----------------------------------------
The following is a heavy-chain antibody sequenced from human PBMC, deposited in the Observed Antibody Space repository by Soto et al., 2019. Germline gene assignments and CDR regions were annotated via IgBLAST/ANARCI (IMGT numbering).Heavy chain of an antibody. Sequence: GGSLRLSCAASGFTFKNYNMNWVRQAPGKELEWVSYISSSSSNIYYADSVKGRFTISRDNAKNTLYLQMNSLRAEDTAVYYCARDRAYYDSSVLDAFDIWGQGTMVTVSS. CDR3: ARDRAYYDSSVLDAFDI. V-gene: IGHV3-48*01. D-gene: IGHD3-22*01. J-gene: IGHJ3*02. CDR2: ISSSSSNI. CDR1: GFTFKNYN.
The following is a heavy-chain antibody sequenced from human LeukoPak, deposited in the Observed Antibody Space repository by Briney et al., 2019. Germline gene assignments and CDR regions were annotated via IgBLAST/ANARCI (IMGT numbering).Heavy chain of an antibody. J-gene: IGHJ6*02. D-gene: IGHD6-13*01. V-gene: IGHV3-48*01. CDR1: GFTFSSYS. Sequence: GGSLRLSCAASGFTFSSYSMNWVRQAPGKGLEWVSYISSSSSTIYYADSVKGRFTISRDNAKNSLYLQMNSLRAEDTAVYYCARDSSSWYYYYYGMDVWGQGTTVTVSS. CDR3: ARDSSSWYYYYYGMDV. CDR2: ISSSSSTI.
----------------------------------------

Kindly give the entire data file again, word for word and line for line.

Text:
The following is a heavy-chain antibody sequenced from human PBMC, deposited in the Observed Antibody Space repository by Soto et al., 2019. Germline gene assignments and CDR regions were annotated via IgBLAST/ANARCI (IMGT numbering).Heavy chain of an antibody. Sequence: GGSLRLSCAASGFTFKNYNMNWVRQAPGKELEWVSYISSSSSNIYYADSVKGRFTISRDNAKNTLYLQMNSLRAEDTAVYYCARDRAYYDSSVLDAFDIWGQGTMVTVSS. CDR3: ARDRAYYDSSVLDAFDI. V-gene: IGHV3-48*01. D-gene: IGHD3-22*01. J-gene: IGHJ3*02. CDR2: ISSSSSNI. CDR1: GFTFKNYN.
The following is a heavy-chain antibody sequenced from human LeukoPak, deposited in the Observed Antibody Space repository by Briney et al., 2019. Germline gene assignments and CDR regions were annotated via IgBLAST/ANARCI (IMGT numbering).Heavy chain of an antibody. J-gene: IGHJ6*02. D-gene: IGHD6-13*01. V-gene: IGHV3-48*01. CDR1: GFTFSSYS. Sequence: GGSLRLSCAASGFTFSSYSMNWVRQAPGKGLEWVSYISSSSSTIYYADSVKGRFTISRDNAKNSLYLQMNSLRAEDTAVYYCARDSSSWYYYYYGMDVWGQGTTVTVSS. CDR3: ARDSSSWYYYYYGMDV. CDR2: ISSSSSTI.